Food and wine is doing a good job to explain the current trend to invest in wine. Food and Wine explains that many people have become wine investors by accident. Once their cellars are overly crowded they decide to sell some of their wine and surprisingly for them, reap a nice profit as the wine prices have been constantly raising.
Because of this phenomenon many investors have started to buy wine for the sole purpose of re-selling it later. To these investors, wine isn´t a drink, it´s an asset. Food and wine states that “Many investors in wine funds have no desire to actually drink any of the great bottles in their portfolios, preferring that they remain in a professional, temperature-controlled storage facility that can keep them in pristine condition, and thus protect their value”.
Wines are being stored in professionally managed storage facilities. This is important because wine is going to lose a lot of value if it´s not stored in a professional place. It´s important to know that if you store wine in your own cellar, the wine is going to lose some of its value. That´s the reason storing the wine in a professionally managed facility is important. Another important fact that Food and Wine is highlighting is the relatively high cost of investing in wine. The fees are usually 20 percent of the profits and an additional two percent of the assets under management. If you compare these fees to other investments they are rather similar to those of hedge-funds. Nonetheless the profits have been good so far. According to Food and Wine the Wine Investment Fund has seen annual returns of about 14.5 percent even in this economically dismal year. These results are very respectable, especially considering the difficult economic situation.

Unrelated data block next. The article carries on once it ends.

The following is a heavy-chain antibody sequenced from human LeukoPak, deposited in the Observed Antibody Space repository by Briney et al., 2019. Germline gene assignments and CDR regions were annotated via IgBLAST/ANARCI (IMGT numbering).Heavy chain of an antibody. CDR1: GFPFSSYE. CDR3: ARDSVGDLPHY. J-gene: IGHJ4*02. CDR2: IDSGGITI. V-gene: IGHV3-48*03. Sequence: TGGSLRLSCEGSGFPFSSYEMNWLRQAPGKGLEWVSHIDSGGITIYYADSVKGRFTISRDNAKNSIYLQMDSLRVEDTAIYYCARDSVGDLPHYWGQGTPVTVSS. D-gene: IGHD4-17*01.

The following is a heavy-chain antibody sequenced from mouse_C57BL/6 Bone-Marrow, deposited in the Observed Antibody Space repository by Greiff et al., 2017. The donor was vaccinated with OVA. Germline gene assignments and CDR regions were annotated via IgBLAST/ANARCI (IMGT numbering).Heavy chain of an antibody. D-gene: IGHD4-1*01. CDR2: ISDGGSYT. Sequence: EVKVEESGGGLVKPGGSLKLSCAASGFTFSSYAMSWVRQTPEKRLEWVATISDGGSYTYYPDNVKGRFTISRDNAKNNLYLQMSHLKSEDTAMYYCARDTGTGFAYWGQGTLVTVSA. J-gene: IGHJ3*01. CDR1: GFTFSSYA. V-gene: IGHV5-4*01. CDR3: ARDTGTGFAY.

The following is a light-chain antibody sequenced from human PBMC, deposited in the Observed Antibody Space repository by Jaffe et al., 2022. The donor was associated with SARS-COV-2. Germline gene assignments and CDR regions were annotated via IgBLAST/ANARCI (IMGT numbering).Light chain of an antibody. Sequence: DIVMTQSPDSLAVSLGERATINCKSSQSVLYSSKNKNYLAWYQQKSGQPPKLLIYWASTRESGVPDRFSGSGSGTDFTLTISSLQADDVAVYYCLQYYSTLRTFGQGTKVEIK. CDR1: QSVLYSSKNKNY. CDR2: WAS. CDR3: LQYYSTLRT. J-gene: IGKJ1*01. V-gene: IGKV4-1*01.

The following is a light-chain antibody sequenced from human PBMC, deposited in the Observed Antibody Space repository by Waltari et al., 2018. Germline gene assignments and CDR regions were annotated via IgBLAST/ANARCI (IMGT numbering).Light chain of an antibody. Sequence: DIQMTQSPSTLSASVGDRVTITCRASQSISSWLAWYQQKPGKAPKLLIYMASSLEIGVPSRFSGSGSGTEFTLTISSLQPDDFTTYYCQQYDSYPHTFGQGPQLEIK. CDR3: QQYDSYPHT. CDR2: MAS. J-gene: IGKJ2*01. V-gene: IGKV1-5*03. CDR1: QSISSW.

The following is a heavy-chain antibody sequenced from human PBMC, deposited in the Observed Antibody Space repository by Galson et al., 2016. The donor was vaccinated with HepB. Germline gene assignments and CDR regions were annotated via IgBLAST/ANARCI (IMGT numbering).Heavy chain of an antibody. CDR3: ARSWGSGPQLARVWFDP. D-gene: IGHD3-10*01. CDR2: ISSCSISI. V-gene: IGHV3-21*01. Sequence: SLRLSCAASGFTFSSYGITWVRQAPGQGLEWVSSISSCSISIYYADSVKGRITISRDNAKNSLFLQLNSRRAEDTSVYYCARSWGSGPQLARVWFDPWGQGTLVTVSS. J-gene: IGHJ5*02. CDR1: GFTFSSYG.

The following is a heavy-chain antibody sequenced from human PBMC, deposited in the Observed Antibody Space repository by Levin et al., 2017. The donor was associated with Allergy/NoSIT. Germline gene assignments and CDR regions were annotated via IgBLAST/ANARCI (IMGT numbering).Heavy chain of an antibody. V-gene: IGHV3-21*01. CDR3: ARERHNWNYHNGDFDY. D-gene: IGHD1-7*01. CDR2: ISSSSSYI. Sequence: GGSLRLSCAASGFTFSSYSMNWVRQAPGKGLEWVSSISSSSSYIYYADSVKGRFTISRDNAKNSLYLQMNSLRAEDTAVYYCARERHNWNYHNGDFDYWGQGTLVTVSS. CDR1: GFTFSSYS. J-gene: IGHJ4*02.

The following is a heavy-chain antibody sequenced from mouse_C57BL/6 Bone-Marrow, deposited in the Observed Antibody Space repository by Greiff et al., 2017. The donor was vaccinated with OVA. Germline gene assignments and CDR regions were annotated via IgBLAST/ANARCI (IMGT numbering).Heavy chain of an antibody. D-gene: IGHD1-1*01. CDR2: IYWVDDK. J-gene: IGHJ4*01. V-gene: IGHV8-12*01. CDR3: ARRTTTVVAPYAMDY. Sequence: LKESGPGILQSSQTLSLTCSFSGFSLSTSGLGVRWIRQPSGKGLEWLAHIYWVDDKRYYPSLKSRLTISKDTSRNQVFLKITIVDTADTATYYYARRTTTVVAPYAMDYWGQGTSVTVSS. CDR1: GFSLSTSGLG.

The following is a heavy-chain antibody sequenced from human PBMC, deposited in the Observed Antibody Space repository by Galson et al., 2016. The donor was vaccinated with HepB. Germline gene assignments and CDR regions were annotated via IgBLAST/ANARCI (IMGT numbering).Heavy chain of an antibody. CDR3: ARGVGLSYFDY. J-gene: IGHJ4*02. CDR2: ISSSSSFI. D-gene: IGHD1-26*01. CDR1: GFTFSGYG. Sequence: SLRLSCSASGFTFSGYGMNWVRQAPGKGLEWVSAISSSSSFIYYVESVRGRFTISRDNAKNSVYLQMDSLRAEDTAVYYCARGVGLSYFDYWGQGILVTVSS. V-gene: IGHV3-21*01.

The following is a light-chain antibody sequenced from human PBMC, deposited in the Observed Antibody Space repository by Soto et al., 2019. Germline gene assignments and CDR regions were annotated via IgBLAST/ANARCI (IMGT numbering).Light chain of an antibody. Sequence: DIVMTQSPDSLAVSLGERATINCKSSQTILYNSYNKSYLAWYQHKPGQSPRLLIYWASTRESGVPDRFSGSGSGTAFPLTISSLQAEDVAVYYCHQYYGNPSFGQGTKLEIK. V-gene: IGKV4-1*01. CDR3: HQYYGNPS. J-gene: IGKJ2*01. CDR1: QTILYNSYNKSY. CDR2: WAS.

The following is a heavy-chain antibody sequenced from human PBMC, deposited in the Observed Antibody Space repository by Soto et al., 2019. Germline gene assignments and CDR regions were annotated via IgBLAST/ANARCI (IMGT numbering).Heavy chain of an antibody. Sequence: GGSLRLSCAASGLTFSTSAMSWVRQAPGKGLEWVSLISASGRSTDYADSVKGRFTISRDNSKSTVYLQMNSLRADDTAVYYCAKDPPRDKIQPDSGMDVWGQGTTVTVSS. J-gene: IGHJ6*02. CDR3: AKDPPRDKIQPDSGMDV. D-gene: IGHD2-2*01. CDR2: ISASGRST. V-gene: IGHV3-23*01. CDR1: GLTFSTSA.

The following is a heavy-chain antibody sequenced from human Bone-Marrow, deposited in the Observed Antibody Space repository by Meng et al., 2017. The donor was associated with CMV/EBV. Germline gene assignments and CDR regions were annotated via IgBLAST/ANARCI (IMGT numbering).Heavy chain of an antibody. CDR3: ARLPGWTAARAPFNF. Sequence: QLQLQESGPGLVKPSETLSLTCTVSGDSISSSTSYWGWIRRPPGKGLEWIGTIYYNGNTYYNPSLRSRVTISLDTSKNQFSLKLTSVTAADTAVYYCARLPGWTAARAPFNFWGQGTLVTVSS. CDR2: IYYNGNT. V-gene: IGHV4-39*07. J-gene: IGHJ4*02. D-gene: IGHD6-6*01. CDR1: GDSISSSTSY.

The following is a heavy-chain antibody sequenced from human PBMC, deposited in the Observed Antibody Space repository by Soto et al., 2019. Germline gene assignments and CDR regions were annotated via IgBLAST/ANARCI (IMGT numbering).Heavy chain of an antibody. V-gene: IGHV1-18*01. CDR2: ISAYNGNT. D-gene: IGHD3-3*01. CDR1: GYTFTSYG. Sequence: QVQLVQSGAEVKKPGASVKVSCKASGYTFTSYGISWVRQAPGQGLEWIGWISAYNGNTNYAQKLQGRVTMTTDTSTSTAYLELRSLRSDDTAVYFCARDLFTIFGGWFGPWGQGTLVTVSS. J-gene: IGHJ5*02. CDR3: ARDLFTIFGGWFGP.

One thing is sure, investing in wine is a new trend. However, there has been some pessimism recently. The price of Bordeaux has fallen by 24.2 % according to the Liv-ex 50 index.
What do senior advisers of global asset management companies think about it? Alan Brown, employed at Schroders, has been quite optimistic stating that “the price level in 2010 was just not sustainable”. Alan Brown recommends a balanced wine portfolio. He advises to obtain a wine portfolio that consists of a collection of wines from different areas and different countries. He is also joking about the possibility to simply drink the wine should the prices drop too much.
The main thing according to Alan Brown is to “take a long term view”. He stresses the possibility that wine bulls back in the market once confidence is restored and the equities markets improve. This notion is confirmed by the wine experts of Berry Bros and Rud.
The magazine Canadian Living is highlighting the importance of the right vintage and the right region of the wine; according to this magazine following wines are good investments:
– 2005 or 2009 wines from Bordeaux
– 2007 wines from California
– 2006 and 2007 wines from Tuscany
Canadian Living also highlights the importance of the right producer and the age-ability of the wine. Stating that: “Great producers make great wines even in poor years” and that “The longer you can keep a wine, the more attractive it becomes”.
Words of caution from Kate Janecek, according to her, high quality vintages are over-inflated. An example of that have been the Bordeaux vintages of 2008, 2009 and 2010. These wines are produced too often. Contrary to that so-called “cult” wines such as the “Screaming Eagle” have held their value. According to Janecek this is true because of the rarity of the wine.
EF Wines hints at a continuing trend towards labels outside Bordeaux, stating that: “Compared with Bordeaux wines, the Super Tuscans represent good value and have a proven potential for growth. There is an increasing international recognition and appreciation of this fact, particularly in Asia.” These claims are supported by Liv-ex, the Super Tuscan 50 Index has outperformed the Liv-ex 50 since June 2007. More investment tips of EF Wines are the 2010 Pontet Canet and the 1996 Latour. The Pontet Canet is expected to score as good as the historic 2009 Pontet Canet. The 1996 Latour has suffered from recent prince inflation, however, now is a good time to buy.